Shuckin’ Shack Oyster Bar: Your Answers To Everything About Franchise Ownership
Ever wondered what it takes to open and run a successful seafood restaurant franchise? For this week’s blog takeover, we sat down with Shuckin’ Shack’s Franchise Development Director, Mike Edwards, and Development Manager, Tyler Woodward, for a fun and informal Q&A about Shuckin’ Shack Oyster Bar.
Going into the business of working for yourself can be a scary proposition. The act of leaving a secure position for the unknown comes with a variety of risks, factors, and questions. Things like how well you can navigate the rough waters of an unreliable economy, what your business overhead expenses will be, and do you even have enough in the bank to open, to begin with, among many others.
Luckily, we’re here to answer any and all questions you might have about opening and operating your own business—mainly the franchise of a sustainably sourced seafood restaurant. Franchising allows businesses to expand while also giving aspiring entrepreneurs like yourself the ability to run their own business operations while still receiving the full support of the parent company.
Many people have aspirations of opening a bar or restaurant but have yet to decide to go for it. As discussed earlier, there are so many factors to consider. However, if you’ve got the money and the willingness to commit to being a self-made business owner in the restaurant world, Shuckin’ Shack Oyster Bar is an excellent place to start.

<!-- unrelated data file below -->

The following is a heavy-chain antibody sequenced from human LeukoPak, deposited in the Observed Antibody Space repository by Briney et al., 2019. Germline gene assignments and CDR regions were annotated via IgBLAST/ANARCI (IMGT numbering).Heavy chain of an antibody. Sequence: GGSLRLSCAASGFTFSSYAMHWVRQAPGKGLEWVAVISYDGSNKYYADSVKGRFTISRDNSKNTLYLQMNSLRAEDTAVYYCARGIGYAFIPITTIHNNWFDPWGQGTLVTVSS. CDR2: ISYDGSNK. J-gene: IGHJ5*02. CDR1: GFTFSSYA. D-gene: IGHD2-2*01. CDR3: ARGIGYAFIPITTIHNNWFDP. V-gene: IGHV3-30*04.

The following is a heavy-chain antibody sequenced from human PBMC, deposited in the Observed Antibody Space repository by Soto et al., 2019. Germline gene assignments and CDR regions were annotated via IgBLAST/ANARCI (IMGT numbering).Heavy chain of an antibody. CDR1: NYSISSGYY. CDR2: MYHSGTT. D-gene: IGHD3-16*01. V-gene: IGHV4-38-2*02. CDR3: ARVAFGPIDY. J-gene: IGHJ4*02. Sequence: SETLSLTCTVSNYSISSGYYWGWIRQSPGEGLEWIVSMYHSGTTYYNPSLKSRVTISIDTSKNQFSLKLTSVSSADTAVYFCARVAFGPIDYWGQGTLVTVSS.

When prospective customers come to us about getting involved with a Shuckin’ Shack Oyster Bar franchise, we field a variety of questions from them. Yet, understandably, some still have concerns after the initial meeting. Below you’ll find some of the questions we get asked the most when opening and operating one of the fastest-growing restaurant franchise businesses in the country. Welcome to the Franchise Discovery Process!
How do you keep your supply chain strong?
Tyler: We have a strong relationship with sustainable seafood farmers and haven’t had any issues with the supply chain. Because of our success, we’ve even been featured on national news reporting groups this past year about our ability to keep the supply chain strong.
How are you able to keep costs low for your customers?
Mike: We use American seafood farmers and distributions, whereas many seafood restaurant chains will outsource to non-American companies that offer a sub-par product, creating higher overhead expenses for them.
How are you able to consistently source fresh seafood?